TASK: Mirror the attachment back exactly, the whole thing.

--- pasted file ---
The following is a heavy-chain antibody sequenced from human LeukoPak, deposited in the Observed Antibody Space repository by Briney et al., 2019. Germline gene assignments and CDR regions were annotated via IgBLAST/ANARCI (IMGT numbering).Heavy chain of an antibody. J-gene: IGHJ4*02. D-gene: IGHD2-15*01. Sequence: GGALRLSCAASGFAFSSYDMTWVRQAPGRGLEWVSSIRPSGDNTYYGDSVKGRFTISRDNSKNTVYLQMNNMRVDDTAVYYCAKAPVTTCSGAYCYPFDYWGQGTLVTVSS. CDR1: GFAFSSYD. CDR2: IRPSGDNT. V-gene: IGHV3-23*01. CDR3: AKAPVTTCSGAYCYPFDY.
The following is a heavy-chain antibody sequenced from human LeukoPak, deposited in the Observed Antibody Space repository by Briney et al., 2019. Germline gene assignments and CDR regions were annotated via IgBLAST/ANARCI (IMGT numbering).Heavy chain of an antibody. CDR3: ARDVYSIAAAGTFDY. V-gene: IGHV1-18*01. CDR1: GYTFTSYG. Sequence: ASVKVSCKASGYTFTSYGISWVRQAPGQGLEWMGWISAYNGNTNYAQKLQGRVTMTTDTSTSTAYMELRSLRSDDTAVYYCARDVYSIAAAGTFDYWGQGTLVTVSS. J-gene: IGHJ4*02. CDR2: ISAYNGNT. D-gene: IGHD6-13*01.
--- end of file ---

The following is a heavy-chain antibody sequenced from human LeukoPak, deposited in the Observed Antibody Space repository by Briney et al., 2019. Germline gene assignments and CDR regions were annotated via IgBLAST/ANARCI (IMGT numbering).Heavy chain of an antibody. J-gene: IGHJ4*02. D-gene: IGHD2-15*01. Sequence: GGALRLSCAASGFAFSSYDMTWVRQAPGRGLEWVSSIRPSGDNTYYGDSVKGRFTISRDNSKNTVYLQMNNMRVDDTAVYYCAKAPVTTCSGAYCYPFDYWGQGTLVTVSS. CDR1: GFAFSSYD. CDR2: IRPSGDNT. V-gene: IGHV3-23*01. CDR3: AKAPVTTCSGAYCYPFDY.
The following is a heavy-chain antibody sequenced from human LeukoPak, deposited in the Observed Antibody Space repository by Briney et al., 2019. Germline gene assignments and CDR regions were annotated via IgBLAST/ANARCI (IMGT numbering).Heavy chain of an antibody. CDR3: ARDVYSIAAAGTFDY. V-gene: IGHV1-18*01. CDR1: GYTFTSYG. Sequence: ASVKVSCKASGYTFTSYGISWVRQAPGQGLEWMGWISAYNGNTNYAQKLQGRVTMTTDTSTSTAYMELRSLRSDDTAVYYCARDVYSIAAAGTFDYWGQGTLVTVSS. J-gene: IGHJ4*02. CDR2: ISAYNGNT. D-gene: IGHD6-13*01.